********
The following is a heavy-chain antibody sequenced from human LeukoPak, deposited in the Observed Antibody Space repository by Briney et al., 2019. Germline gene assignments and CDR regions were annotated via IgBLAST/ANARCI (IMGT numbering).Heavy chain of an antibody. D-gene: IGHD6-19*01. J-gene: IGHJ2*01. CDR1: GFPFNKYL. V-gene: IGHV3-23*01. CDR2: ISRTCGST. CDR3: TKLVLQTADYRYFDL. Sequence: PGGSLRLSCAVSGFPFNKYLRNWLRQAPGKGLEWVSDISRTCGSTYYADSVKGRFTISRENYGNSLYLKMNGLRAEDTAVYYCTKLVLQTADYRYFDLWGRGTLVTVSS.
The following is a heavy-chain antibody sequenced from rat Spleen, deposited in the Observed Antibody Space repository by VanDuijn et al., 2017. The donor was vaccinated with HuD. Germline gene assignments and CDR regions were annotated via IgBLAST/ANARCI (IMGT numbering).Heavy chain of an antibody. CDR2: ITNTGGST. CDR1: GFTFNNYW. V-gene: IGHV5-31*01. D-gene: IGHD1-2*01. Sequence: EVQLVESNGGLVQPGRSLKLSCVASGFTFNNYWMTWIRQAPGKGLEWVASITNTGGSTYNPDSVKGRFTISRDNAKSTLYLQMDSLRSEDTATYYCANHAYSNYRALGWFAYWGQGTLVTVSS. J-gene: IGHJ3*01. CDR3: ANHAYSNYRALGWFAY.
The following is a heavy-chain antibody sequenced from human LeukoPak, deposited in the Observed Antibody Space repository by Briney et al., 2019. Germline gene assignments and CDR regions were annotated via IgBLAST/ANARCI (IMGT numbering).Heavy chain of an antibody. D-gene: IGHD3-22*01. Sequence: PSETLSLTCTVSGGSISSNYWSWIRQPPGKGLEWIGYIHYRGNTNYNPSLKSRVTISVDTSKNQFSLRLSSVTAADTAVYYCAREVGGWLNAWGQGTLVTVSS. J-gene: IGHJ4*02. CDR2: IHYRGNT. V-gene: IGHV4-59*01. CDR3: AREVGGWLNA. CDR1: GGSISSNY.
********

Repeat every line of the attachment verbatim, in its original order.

The following is a heavy-chain antibody sequenced from human LeukoPak, deposited in the Observed Antibody Space repository by Briney et al., 2019. Germline gene assignments and CDR regions were annotated via IgBLAST/ANARCI (IMGT numbering).Heavy chain of an antibody. D-gene: IGHD6-19*01. J-gene: IGHJ2*01. CDR1: GFPFNKYL. V-gene: IGHV3-23*01. CDR2: ISRTCGST. CDR3: TKLVLQTADYRYFDL. Sequence: PGGSLRLSCAVSGFPFNKYLRNWLRQAPGKGLEWVSDISRTCGSTYYADSVKGRFTISRENYGNSLYLKMNGLRAEDTAVYYCTKLVLQTADYRYFDLWGRGTLVTVSS.
The following is a heavy-chain antibody sequenced from rat Spleen, deposited in the Observed Antibody Space repository by VanDuijn et al., 2017. The donor was vaccinated with HuD. Germline gene assignments and CDR regions were annotated via IgBLAST/ANARCI (IMGT numbering).Heavy chain of an antibody. CDR2: ITNTGGST. CDR1: GFTFNNYW. V-gene: IGHV5-31*01. D-gene: IGHD1-2*01. Sequence: EVQLVESNGGLVQPGRSLKLSCVASGFTFNNYWMTWIRQAPGKGLEWVASITNTGGSTYNPDSVKGRFTISRDNAKSTLYLQMDSLRSEDTATYYCANHAYSNYRALGWFAYWGQGTLVTVSS. J-gene: IGHJ3*01. CDR3: ANHAYSNYRALGWFAY.
The following is a heavy-chain antibody sequenced from human LeukoPak, deposited in the Observed Antibody Space repository by Briney et al., 2019. Germline gene assignments and CDR regions were annotated via IgBLAST/ANARCI (IMGT numbering).Heavy chain of an antibody. D-gene: IGHD3-22*01. Sequence: PSETLSLTCTVSGGSISSNYWSWIRQPPGKGLEWIGYIHYRGNTNYNPSLKSRVTISVDTSKNQFSLRLSSVTAADTAVYYCAREVGGWLNAWGQGTLVTVSS. J-gene: IGHJ4*02. CDR2: IHYRGNT. V-gene: IGHV4-59*01. CDR3: AREVGGWLNA. CDR1: GGSISSNY.